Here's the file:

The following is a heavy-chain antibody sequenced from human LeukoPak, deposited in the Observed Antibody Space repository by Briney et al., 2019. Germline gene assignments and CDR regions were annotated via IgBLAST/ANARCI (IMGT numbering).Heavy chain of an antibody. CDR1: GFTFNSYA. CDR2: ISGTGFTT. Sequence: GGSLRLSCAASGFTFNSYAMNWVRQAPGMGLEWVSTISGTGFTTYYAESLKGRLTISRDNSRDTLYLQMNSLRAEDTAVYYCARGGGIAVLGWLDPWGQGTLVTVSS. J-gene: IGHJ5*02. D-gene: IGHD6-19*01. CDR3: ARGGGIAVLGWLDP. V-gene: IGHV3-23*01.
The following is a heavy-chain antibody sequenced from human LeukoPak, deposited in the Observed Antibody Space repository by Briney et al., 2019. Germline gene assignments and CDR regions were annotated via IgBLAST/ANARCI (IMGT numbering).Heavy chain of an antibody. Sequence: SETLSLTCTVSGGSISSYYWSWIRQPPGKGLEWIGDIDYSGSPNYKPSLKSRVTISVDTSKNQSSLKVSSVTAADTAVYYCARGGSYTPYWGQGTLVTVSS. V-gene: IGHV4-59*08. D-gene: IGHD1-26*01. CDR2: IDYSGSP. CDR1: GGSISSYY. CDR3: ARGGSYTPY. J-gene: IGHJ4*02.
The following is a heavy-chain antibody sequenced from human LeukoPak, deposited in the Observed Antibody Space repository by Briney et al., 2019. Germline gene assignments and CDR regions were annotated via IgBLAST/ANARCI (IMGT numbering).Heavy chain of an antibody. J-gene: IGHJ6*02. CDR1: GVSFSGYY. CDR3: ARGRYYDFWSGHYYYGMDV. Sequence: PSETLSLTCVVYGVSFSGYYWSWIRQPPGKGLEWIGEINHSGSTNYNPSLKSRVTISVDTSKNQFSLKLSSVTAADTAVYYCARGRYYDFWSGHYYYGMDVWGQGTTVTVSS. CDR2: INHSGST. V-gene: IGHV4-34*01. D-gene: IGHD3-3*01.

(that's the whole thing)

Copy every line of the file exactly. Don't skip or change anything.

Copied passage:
The following is a heavy-chain antibody sequenced from human LeukoPak, deposited in the Observed Antibody Space repository by Briney et al., 2019. Germline gene assignments and CDR regions were annotated via IgBLAST/ANARCI (IMGT numbering).Heavy chain of an antibody. CDR1: GFTFNSYA. CDR2: ISGTGFTT. Sequence: GGSLRLSCAASGFTFNSYAMNWVRQAPGMGLEWVSTISGTGFTTYYAESLKGRLTISRDNSRDTLYLQMNSLRAEDTAVYYCARGGGIAVLGWLDPWGQGTLVTVSS. J-gene: IGHJ5*02. D-gene: IGHD6-19*01. CDR3: ARGGGIAVLGWLDP. V-gene: IGHV3-23*01.
The following is a heavy-chain antibody sequenced from human LeukoPak, deposited in the Observed Antibody Space repository by Briney et al., 2019. Germline gene assignments and CDR regions were annotated via IgBLAST/ANARCI (IMGT numbering).Heavy chain of an antibody. Sequence: SETLSLTCTVSGGSISSYYWSWIRQPPGKGLEWIGDIDYSGSPNYKPSLKSRVTISVDTSKNQSSLKVSSVTAADTAVYYCARGGSYTPYWGQGTLVTVSS. V-gene: IGHV4-59*08. D-gene: IGHD1-26*01. CDR2: IDYSGSP. CDR1: GGSISSYY. CDR3: ARGGSYTPY. J-gene: IGHJ4*02.
The following is a heavy-chain antibody sequenced from human LeukoPak, deposited in the Observed Antibody Space repository by Briney et al., 2019. Germline gene assignments and CDR regions were annotated via IgBLAST/ANARCI (IMGT numbering).Heavy chain of an antibody. J-gene: IGHJ6*02. CDR1: GVSFSGYY. CDR3: ARGRYYDFWSGHYYYGMDV. Sequence: PSETLSLTCVVYGVSFSGYYWSWIRQPPGKGLEWIGEINHSGSTNYNPSLKSRVTISVDTSKNQFSLKLSSVTAADTAVYYCARGRYYDFWSGHYYYGMDVWGQGTTVTVSS. CDR2: INHSGST. V-gene: IGHV4-34*01. D-gene: IGHD3-3*01.